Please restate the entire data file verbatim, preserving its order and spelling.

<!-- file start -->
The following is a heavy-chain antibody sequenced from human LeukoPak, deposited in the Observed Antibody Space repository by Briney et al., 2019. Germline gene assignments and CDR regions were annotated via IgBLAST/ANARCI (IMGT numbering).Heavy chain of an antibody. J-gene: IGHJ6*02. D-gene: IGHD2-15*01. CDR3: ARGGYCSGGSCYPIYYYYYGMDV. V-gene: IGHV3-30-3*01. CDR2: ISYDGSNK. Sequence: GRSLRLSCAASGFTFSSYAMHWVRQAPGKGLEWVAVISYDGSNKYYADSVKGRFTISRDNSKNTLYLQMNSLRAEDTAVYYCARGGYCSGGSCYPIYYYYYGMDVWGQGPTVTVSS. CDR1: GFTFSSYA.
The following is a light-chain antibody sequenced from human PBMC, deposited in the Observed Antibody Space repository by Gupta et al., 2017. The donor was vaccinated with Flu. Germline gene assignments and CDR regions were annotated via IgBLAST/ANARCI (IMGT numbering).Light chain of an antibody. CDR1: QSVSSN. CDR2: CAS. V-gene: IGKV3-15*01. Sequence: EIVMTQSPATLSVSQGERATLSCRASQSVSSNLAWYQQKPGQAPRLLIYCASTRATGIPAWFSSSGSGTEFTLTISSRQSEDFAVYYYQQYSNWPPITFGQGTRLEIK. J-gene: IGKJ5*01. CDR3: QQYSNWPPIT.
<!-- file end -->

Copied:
The following is a heavy-chain antibody sequenced from human LeukoPak, deposited in the Observed Antibody Space repository by Briney et al., 2019. Germline gene assignments and CDR regions were annotated via IgBLAST/ANARCI (IMGT numbering).Heavy chain of an antibody. J-gene: IGHJ6*02. D-gene: IGHD2-15*01. CDR3: ARGGYCSGGSCYPIYYYYYGMDV. V-gene: IGHV3-30-3*01. CDR2: ISYDGSNK. Sequence: GRSLRLSCAASGFTFSSYAMHWVRQAPGKGLEWVAVISYDGSNKYYADSVKGRFTISRDNSKNTLYLQMNSLRAEDTAVYYCARGGYCSGGSCYPIYYYYYGMDVWGQGPTVTVSS. CDR1: GFTFSSYA.
The following is a light-chain antibody sequenced from human PBMC, deposited in the Observed Antibody Space repository by Gupta et al., 2017. The donor was vaccinated with Flu. Germline gene assignments and CDR regions were annotated via IgBLAST/ANARCI (IMGT numbering).Light chain of an antibody. CDR1: QSVSSN. CDR2: CAS. V-gene: IGKV3-15*01. Sequence: EIVMTQSPATLSVSQGERATLSCRASQSVSSNLAWYQQKPGQAPRLLIYCASTRATGIPAWFSSSGSGTEFTLTISSRQSEDFAVYYYQQYSNWPPITFGQGTRLEIK. J-gene: IGKJ5*01. CDR3: QQYSNWPPIT.